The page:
By cutting off suspicious accounts, you will have more resources to deal with issues that your good customers have. You know that your processor will be monitoring your transactions, and you should proactively do it too.

  1. Use Fraud Protection Tools

You can use tools that block certain suspicious IPs by location or because those IPs have been involved in suspicious activities elsewhere. The software may also take extra steps to verify identity to make sure that your customers are who they say they are. Very often, merchant account providers will even provide you with this kind of software, and you should use it.

While you probably don’t want to limit your ability to take sales, your business also doesn’t need to take risks with certain groups of customers that have already proven themselves as bad actors. These are the kinds of problems that you will benefit from preventing before they ever start.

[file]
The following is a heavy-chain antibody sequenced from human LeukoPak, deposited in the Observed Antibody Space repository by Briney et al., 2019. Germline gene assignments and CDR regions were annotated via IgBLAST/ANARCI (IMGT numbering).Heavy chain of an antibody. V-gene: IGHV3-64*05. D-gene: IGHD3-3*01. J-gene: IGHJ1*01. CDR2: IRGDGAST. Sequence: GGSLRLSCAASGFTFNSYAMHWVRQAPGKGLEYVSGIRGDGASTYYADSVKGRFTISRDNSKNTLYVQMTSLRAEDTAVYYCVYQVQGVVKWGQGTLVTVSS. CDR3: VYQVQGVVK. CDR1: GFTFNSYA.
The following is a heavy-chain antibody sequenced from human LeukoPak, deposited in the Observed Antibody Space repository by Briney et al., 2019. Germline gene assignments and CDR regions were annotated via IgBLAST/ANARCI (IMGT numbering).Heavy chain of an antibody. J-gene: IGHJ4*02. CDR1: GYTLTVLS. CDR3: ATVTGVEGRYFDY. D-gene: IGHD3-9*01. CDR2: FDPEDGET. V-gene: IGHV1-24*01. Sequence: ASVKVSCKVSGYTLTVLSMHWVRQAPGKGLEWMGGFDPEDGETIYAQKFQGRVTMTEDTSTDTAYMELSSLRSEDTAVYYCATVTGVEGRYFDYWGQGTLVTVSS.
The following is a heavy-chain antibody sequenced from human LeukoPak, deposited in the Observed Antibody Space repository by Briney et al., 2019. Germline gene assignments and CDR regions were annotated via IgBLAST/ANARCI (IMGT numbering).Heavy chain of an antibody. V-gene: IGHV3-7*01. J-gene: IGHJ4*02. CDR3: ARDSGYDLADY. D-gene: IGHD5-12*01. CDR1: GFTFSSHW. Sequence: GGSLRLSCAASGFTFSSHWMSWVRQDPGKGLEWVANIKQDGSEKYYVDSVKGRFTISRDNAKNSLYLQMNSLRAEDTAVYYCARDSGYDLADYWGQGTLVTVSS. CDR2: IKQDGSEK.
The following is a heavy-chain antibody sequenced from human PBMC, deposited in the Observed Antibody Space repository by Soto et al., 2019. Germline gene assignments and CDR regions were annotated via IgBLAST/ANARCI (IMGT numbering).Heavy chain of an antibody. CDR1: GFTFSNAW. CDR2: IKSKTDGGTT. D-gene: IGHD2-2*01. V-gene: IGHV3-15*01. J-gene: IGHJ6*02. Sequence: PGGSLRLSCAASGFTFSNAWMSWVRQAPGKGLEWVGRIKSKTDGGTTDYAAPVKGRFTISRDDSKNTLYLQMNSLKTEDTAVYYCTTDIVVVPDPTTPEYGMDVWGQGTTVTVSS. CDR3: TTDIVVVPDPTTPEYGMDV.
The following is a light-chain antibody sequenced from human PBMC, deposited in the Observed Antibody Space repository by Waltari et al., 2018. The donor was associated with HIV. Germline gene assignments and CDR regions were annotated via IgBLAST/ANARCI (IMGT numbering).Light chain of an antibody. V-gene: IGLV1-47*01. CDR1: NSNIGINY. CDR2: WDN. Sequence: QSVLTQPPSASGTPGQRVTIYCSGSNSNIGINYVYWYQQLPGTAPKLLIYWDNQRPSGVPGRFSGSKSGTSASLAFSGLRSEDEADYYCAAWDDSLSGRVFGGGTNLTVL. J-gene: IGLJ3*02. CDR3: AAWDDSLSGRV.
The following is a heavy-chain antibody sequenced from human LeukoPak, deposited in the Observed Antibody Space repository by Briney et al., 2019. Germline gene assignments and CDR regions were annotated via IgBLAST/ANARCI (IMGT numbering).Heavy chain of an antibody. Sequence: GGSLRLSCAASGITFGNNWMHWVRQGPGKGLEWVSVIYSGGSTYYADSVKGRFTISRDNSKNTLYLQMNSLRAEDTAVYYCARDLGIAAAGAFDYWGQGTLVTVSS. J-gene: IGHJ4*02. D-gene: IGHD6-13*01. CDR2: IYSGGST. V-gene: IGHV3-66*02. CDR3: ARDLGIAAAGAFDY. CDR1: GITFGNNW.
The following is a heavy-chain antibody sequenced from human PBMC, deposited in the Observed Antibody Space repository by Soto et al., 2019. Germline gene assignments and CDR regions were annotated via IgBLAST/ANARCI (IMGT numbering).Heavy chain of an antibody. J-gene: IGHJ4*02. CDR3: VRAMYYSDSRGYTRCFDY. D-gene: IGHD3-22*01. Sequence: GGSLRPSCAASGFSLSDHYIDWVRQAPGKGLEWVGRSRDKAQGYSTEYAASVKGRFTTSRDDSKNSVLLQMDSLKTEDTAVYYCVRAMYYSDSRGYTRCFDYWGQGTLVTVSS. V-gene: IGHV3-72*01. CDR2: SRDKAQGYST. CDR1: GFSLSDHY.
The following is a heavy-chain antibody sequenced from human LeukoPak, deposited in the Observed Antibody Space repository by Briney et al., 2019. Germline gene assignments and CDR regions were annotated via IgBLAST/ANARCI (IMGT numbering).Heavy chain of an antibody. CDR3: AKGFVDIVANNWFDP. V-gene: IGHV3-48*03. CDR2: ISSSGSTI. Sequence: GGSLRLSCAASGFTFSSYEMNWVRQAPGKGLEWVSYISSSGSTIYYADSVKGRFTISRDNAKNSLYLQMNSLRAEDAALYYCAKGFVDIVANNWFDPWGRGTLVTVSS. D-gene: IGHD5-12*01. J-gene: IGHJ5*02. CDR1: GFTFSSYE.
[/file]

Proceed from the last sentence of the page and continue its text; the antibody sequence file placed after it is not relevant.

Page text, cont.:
1. Proactively Work To Limit Returns And Charge Backs In Multiple Ways

There are lots of things you can do proactively to keep your customers and limit charge backs. For example, you should make sure your shopping carts make all of your charges clear instead of trying to slip in extra shipping or handling fees. If a product that customers think cost $25 ends up costing them $50, people are going to get aggravated.